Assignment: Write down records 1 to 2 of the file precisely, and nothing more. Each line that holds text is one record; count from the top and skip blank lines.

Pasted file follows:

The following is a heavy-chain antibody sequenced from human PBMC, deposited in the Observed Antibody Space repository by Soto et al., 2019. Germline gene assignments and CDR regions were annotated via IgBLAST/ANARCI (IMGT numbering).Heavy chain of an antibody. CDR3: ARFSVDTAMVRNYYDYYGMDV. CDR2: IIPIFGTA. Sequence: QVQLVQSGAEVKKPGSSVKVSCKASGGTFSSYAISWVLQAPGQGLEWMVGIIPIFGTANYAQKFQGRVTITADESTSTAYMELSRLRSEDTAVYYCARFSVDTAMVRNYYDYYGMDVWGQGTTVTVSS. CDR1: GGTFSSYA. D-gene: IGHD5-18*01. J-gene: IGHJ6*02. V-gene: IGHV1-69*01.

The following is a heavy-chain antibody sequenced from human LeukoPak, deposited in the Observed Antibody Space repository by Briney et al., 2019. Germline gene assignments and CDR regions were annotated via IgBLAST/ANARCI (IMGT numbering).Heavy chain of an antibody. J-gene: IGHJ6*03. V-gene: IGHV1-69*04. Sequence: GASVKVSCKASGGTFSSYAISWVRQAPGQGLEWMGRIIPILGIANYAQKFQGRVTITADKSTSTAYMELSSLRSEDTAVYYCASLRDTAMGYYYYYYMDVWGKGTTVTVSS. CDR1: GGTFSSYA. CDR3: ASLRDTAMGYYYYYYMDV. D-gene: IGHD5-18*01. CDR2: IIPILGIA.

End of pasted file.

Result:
The following is a heavy-chain antibody sequenced from human PBMC, deposited in the Observed Antibody Space repository by Soto et al., 2019. Germline gene assignments and CDR regions were annotated via IgBLAST/ANARCI (IMGT numbering).Heavy chain of an antibody. CDR3: ARFSVDTAMVRNYYDYYGMDV. CDR2: IIPIFGTA. Sequence: QVQLVQSGAEVKKPGSSVKVSCKASGGTFSSYAISWVLQAPGQGLEWMVGIIPIFGTANYAQKFQGRVTITADESTSTAYMELSRLRSEDTAVYYCARFSVDTAMVRNYYDYYGMDVWGQGTTVTVSS. CDR1: GGTFSSYA. D-gene: IGHD5-18*01. J-gene: IGHJ6*02. V-gene: IGHV1-69*01.

The following is a heavy-chain antibody sequenced from human LeukoPak, deposited in the Observed Antibody Space repository by Briney et al., 2019. Germline gene assignments and CDR regions were annotated via IgBLAST/ANARCI (IMGT numbering).Heavy chain of an antibody. J-gene: IGHJ6*03. V-gene: IGHV1-69*04. Sequence: GASVKVSCKASGGTFSSYAISWVRQAPGQGLEWMGRIIPILGIANYAQKFQGRVTITADKSTSTAYMELSSLRSEDTAVYYCASLRDTAMGYYYYYYMDVWGKGTTVTVSS. CDR1: GGTFSSYA. CDR3: ASLRDTAMGYYYYYYMDV. D-gene: IGHD5-18*01. CDR2: IIPILGIA.